“For much of the past year, a team at McKinsey has revisited and retested our assumptions about the key global trends that will define the coming era. We have identified five forces, or crucibles, where the stresses and tensions will be greatest and thus offer the richest opportunities for companies to innovate and change.”

They call their first mega-trend “the great rebalancing.” They foresee the rise of emerging markets as one trend that businesses simply can’t afford to ignore. They write:

The great rebalancing. The coming decade will be the first in 200 years when emerging-market countries contribute more growth than the developed ones. This growth will not only create a wave of new middle-class consumers but also drive profound innovations in product design, market infrastructure, and value chains.”

Followers of this blog know that I have stressed both the importance and promise of emerging markets for some time. I agree with Bisson, Stephenson, and Viguerie that the decades ahead will only see this trend grow (for more on this subject, read my entitled The Decade of Emerging Markets?). Bisson and his colleagues call their next trend “the productivity imperative.” If companies from developed countries hope to keep pace with those from emerging market countries, they are going to have to foster increased productivity. They write:

The productivity imperative. Developed-world economies will need to generate pronounced gains in productivity to power continued economic growth. The most dramatic innovations in the Western world are likely to be those that accelerate economic productivity.”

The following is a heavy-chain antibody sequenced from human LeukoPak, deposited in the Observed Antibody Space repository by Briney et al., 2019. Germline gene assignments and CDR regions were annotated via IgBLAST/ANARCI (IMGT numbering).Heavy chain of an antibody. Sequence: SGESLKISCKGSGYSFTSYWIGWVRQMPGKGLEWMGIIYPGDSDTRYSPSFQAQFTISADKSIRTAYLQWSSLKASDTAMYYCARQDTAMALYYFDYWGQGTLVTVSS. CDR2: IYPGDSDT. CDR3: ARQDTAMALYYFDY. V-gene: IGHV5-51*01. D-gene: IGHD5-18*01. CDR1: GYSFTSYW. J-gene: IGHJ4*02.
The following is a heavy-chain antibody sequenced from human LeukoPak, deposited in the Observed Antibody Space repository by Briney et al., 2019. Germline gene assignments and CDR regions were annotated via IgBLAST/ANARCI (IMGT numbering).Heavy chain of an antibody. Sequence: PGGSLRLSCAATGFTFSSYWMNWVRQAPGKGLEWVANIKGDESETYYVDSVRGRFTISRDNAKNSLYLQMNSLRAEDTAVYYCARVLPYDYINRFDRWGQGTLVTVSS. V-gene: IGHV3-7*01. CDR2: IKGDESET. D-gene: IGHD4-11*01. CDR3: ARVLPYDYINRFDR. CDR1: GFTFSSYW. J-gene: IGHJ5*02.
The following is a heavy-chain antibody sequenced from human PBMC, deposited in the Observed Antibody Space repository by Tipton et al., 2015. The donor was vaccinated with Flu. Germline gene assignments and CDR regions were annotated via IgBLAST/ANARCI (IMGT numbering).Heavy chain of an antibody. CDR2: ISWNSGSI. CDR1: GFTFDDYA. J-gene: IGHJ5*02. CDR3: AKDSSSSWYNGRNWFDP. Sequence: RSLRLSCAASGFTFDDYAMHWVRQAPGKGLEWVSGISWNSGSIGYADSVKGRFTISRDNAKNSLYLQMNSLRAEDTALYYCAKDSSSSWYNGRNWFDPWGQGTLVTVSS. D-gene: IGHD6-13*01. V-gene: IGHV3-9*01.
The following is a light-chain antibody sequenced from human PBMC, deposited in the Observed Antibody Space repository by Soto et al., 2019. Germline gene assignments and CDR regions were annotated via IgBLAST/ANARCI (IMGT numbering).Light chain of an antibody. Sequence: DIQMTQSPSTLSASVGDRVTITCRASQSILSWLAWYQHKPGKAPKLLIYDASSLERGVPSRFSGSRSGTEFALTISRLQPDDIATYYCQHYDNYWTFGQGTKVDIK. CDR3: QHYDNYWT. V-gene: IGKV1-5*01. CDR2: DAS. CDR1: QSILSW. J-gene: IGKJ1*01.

Recently the U.S. announced that productivity actually decreased; which was not good news for those who believed the U.S. was pulling out of the recession. Although that announcement made a minor ripple in the global economy, emerging market nations continued to forge ahead and put the recession behind them. The next mega-trend identified by Bisson, Stephenson, and Viguerie is labeled “the global grid,” a fancy name for the numerous connections that have been forged through globalization. They write:

The global grid. The global economy is growing ever more connected. Complex flows of capital, goods, information, and people are creating an interlinked network that spans geographies, social groups, and economies in ways that permit large-scale interactions at any moment. This expanding grid is seeding new business models and accelerating the pace of innovation. It also makes destabilizing cycles of volatility more likely.”

Although I believe that the benefits of connectivity far outweigh the risks. Nevertheless, the destabilizing cycles of volatility discussed by Bisson, Stephenson, and Viguerie have most recently manifested themselves in the agricultural sector (especially in 2008-2009). I believe that the cycles of volatility can be dealt with better through cooperation than through retrenchment, which could start a round of trade wars that could plunge the global economy back into recession. Next Bisson, Stephenson, and Viguerie discuss “pricing the planet,” by which they mean that people will come to realize that abusing the planet comes at a cost. They write:

Pricing the planet. A collision is shaping up among the rising demand for resources, constrained supplies, and changing social attitudes toward environmental protection. The next decade will see an increased focus on resource productivity, the emergence of substantial clean-tech industries, and regulatory initiatives.”